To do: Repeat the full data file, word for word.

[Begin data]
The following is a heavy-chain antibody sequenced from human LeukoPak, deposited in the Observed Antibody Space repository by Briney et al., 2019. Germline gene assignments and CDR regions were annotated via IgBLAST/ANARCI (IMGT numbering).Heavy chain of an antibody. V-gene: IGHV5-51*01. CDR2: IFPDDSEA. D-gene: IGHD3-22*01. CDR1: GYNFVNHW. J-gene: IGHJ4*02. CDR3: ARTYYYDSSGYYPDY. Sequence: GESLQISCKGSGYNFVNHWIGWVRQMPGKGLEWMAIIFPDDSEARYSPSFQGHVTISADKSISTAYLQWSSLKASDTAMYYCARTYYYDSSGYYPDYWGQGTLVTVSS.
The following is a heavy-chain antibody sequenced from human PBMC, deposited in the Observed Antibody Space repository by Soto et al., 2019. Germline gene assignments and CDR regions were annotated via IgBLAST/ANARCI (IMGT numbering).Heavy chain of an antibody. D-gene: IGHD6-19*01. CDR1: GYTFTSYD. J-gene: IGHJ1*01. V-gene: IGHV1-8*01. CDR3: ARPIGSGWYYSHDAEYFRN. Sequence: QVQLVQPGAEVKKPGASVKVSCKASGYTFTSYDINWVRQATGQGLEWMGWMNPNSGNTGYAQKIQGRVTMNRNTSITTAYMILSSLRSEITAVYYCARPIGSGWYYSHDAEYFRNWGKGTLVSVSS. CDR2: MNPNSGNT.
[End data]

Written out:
The following is a heavy-chain antibody sequenced from human LeukoPak, deposited in the Observed Antibody Space repository by Briney et al., 2019. Germline gene assignments and CDR regions were annotated via IgBLAST/ANARCI (IMGT numbering).Heavy chain of an antibody. V-gene: IGHV5-51*01. CDR2: IFPDDSEA. D-gene: IGHD3-22*01. CDR1: GYNFVNHW. J-gene: IGHJ4*02. CDR3: ARTYYYDSSGYYPDY. Sequence: GESLQISCKGSGYNFVNHWIGWVRQMPGKGLEWMAIIFPDDSEARYSPSFQGHVTISADKSISTAYLQWSSLKASDTAMYYCARTYYYDSSGYYPDYWGQGTLVTVSS.
The following is a heavy-chain antibody sequenced from human PBMC, deposited in the Observed Antibody Space repository by Soto et al., 2019. Germline gene assignments and CDR regions were annotated via IgBLAST/ANARCI (IMGT numbering).Heavy chain of an antibody. D-gene: IGHD6-19*01. CDR1: GYTFTSYD. J-gene: IGHJ1*01. V-gene: IGHV1-8*01. CDR3: ARPIGSGWYYSHDAEYFRN. Sequence: QVQLVQPGAEVKKPGASVKVSCKASGYTFTSYDINWVRQATGQGLEWMGWMNPNSGNTGYAQKIQGRVTMNRNTSITTAYMILSSLRSEITAVYYCARPIGSGWYYSHDAEYFRNWGKGTLVSVSS. CDR2: MNPNSGNT.